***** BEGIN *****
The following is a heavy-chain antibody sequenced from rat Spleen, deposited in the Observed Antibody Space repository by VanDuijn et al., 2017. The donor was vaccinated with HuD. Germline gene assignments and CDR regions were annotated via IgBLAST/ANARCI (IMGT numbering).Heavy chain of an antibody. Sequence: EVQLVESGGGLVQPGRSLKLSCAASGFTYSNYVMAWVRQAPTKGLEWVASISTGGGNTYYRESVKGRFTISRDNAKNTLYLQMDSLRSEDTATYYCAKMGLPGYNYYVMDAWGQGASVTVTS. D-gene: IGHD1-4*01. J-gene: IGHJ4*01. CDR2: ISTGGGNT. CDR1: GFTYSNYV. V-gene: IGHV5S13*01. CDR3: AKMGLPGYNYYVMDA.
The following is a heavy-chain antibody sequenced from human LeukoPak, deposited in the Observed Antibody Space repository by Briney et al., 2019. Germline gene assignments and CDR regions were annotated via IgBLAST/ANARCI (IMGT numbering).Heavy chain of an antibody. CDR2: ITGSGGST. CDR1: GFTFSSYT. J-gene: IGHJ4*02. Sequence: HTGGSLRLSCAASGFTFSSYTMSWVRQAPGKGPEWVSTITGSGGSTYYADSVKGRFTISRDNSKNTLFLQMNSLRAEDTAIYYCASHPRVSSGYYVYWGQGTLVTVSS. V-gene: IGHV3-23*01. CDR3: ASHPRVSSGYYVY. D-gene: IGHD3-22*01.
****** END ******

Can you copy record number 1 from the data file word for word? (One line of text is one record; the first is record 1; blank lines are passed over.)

The following is a heavy-chain antibody sequenced from rat Spleen, deposited in the Observed Antibody Space repository by VanDuijn et al., 2017. The donor was vaccinated with HuD. Germline gene assignments and CDR regions were annotated via IgBLAST/ANARCI (IMGT numbering).Heavy chain of an antibody. Sequence: EVQLVESGGGLVQPGRSLKLSCAASGFTYSNYVMAWVRQAPTKGLEWVASISTGGGNTYYRESVKGRFTISRDNAKNTLYLQMDSLRSEDTATYYCAKMGLPGYNYYVMDAWGQGASVTVTS. D-gene: IGHD1-4*01. J-gene: IGHJ4*01. CDR2: ISTGGGNT. CDR1: GFTYSNYV. V-gene: IGHV5S13*01. CDR3: AKMGLPGYNYYVMDA.